For the last two decades of the 20th century, Southern Baptists were embroiled in a debate that centered on a relatively new and radically divisive theological term: inerrancy. One group (generally termed “moderates”) pushed back against accusations made by the other group (alternatively termed “conservatives” by themselves and “fundamentalists” by their detractors) that elements within the convention had abandoned a commitment to biblical authority and that it was dangerously close to theological breakdown.
Several key leaders on both sides of the controversy were instrumental in communicating and defending the respective theological stances of each side. Among the conservatives was a young Paige Patterson, then president of the Criswell Center for Biblical Studies. Among the moderates were Cecil Sherman, pastor of First Baptist Church Asheville, N.C., and Kenneth Chafin, pastor of South Main Baptist Church in Houston.
In a paper presented by Jason G. Duesing at the annual meeting of the Evangelical Theological Society last week, he makes a case for the importance of two debates in 1981 between Patterson and these moderate leaders, noting they are often overlooked in the history of the Conservative Resurgence.
“In 1981, two theological debates took place that revealed the ideas at stake in this war over truth,” Duesing writes. “These debates revealed to the ‘people in the pew’ the extent of theological disparity that existed between the average Southern Baptist and the existing Southern Baptist leadership.”
Duesing, who works under Patterson at Southwestern Seminary as the vice president of strategic initiatives and assistant professor of historical theology, openly admits his potential bias, but the paper is a carefully documented account that reflects the tumultuous atmosphere of the conflict.
The election of Adrian Rogers to the presidency of the Southern Baptist Convention in the summer of 1979 marked the official beginning to what would later be called the Conservative Resurgence. Warring factions within the convention caused tensions to rise quickly.
“By 1981, the Southern Baptist Convention had endured two explosive years of internecine conflict,” Duesing states.
This quarrel was only exacerbated by comments from Paul Pressler, a Houston judge who worked alongside Patterson in the planning and execution of the conservative strategy.
Duesing points out that “in the months prior to the denomination’s annual June meeting, [Pressler] had used the phrase ‘going for the jugular’ to describe the efforts of conservatives to educate and organize Southern Baptists to place conservative appointees on trustee boards.”
Pressler’s “jugular” remarks were widely reported in Baptist Press and other news outlets.
“The statement then took on a life of its own and would continue to do so for years to come,” Duesing writes.
This remark garnered for the conservatives a reputation as rabble-rousers and demagogues, and Pressler later lamented the damage done by his comment.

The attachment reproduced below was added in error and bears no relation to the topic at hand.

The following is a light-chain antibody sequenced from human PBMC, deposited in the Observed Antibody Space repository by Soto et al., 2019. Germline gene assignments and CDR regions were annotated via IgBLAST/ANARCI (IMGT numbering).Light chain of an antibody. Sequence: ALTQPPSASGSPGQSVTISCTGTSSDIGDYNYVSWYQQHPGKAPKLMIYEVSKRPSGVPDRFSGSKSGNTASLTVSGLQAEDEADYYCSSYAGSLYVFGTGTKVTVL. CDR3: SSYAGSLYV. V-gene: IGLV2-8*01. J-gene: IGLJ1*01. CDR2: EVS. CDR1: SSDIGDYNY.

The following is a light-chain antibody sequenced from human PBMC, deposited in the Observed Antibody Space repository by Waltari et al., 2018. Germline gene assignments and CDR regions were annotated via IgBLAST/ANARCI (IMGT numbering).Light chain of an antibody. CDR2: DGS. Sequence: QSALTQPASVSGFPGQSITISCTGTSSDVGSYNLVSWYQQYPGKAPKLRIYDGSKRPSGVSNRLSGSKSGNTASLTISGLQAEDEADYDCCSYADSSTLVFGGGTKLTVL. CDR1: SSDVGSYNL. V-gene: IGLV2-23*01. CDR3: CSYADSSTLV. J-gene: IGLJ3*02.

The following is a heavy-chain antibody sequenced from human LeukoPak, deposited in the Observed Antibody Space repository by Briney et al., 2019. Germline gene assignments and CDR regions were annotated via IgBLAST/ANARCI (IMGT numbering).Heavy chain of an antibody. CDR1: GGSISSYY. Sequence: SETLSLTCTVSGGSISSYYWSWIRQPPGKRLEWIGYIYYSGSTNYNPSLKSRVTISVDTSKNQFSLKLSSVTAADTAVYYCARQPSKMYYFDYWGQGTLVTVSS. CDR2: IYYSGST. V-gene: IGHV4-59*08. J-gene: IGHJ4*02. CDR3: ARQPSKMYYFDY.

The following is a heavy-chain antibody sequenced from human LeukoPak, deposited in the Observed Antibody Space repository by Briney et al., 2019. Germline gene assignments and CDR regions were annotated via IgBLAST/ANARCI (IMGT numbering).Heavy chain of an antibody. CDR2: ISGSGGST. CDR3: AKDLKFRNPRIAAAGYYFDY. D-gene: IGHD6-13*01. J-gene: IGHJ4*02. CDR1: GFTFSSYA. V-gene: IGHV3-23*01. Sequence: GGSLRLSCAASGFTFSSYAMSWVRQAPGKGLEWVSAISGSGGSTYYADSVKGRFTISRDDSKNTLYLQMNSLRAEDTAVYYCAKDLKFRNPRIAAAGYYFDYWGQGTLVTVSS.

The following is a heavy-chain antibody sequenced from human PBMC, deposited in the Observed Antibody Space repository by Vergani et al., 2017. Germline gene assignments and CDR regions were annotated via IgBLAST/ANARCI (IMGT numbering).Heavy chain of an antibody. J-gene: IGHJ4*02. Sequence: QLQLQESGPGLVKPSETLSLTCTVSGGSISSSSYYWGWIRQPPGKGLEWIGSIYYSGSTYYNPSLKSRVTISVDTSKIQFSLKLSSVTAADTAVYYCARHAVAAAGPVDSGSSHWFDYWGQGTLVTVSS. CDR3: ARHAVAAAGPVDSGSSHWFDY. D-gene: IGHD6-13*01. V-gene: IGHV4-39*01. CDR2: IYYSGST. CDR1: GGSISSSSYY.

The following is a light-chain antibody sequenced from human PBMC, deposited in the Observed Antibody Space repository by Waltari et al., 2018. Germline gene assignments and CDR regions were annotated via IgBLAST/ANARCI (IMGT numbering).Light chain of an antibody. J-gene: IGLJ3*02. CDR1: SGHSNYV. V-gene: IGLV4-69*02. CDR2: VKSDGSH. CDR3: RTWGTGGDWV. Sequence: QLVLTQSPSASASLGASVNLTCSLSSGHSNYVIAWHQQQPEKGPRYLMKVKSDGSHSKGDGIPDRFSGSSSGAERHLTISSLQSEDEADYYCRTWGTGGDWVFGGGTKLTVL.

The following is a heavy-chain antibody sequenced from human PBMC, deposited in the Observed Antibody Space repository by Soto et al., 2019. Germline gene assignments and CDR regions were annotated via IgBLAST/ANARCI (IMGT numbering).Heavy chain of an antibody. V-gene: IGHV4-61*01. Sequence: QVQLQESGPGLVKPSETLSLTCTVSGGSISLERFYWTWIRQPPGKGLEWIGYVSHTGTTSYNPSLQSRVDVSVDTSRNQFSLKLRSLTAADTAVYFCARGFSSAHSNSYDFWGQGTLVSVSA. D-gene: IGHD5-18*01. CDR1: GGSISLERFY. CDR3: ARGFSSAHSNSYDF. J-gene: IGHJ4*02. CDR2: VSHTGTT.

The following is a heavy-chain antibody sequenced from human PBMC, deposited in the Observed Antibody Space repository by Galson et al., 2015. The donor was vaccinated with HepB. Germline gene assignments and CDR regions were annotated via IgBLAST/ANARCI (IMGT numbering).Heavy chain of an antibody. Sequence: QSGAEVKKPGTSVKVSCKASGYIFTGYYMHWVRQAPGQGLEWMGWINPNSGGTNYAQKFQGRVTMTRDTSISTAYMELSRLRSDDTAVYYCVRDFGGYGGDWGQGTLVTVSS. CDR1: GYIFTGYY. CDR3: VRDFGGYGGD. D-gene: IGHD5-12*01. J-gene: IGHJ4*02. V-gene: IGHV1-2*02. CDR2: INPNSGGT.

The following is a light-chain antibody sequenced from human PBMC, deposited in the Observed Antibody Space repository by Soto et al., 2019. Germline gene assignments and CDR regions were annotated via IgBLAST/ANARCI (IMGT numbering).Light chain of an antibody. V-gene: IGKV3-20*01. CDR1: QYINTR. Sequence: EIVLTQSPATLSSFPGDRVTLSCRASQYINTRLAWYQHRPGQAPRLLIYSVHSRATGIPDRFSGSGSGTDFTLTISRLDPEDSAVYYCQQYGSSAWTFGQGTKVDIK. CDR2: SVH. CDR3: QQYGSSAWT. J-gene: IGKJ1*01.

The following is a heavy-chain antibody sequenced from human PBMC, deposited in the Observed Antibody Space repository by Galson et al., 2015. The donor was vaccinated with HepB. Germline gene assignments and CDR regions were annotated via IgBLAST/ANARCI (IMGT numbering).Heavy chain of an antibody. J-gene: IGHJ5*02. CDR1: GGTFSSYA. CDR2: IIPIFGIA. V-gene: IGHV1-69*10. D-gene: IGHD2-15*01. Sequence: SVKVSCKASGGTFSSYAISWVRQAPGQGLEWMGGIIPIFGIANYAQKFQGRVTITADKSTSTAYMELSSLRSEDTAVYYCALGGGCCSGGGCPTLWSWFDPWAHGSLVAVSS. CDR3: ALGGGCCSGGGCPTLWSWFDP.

“I was not referring to an actual, literal jugular vein of anybody of anything,” Pressler said to journalist and historian James Hefley. “I wish I could teach Baptist newswriters the use of metaphorical expressions in the English language. I was only trying to show the source of strength and power, where the lifeblood of Southern Baptists lies.”
Despite Pressler’s regret over his use of metaphor, his comments nonetheless served to galvanize an already emerging group of moderates.
Duesing records that, “Motivated by the activities and the ‘jugular’ comment of Judge Paul Pressler on the conservative side, Cecil Sherman organized a gathering of pastors, of which Ken Chafin was one, in Gatlinburg, Tennessee for September 1980.”
As the conflict continued to escalate, this “Gatlinburg Gang” would attempt to meet the challenge presented by the conservatives. Sherman was the first to do so directly by accepting an invitation to debate Patterson in February 1981.
The two met at Burkemont Baptist Chuch in Morganton, N.C. at the pastors’ conference of the Catawba Baptist Association. Each would have 45 minutes to present a position paper before answering questions.
According to Duesing, Sherman “stated that his purpose was to show how his view of the Scriptures had a place in Baptist history and conceded that ‘I will not declare that I hold to an inerrant Bible.’”
Sherman went on to say, “I do not think that the Bible is full of errors, but there are some places in the Bible that seem to me to be contradictory.
“When you say you believe all of the Bible, you are meaning to say a good thing. In fact, you are saying a contradictory thing,” Sherman explained. “You have to choose between the hard word at the first statement of the law that Moses gave and the softer, compassionate reinterpretation that Jesus gave.”
“[Sherman] explained that in instances where the Bible appears to give two pictures of God, the problem is with the misunderstanding of God by characters in the Bible,” Duesing writes. “For example, he cites Abraham’s Canaanite influence as the cause behind why he would think God would want him to sacrifice Isaac. Since such is inconsistent with the character of God, Abraham misunderstood.”
Patterson countered with a definition and defense of inerrancy, especially as it relates to Baptists.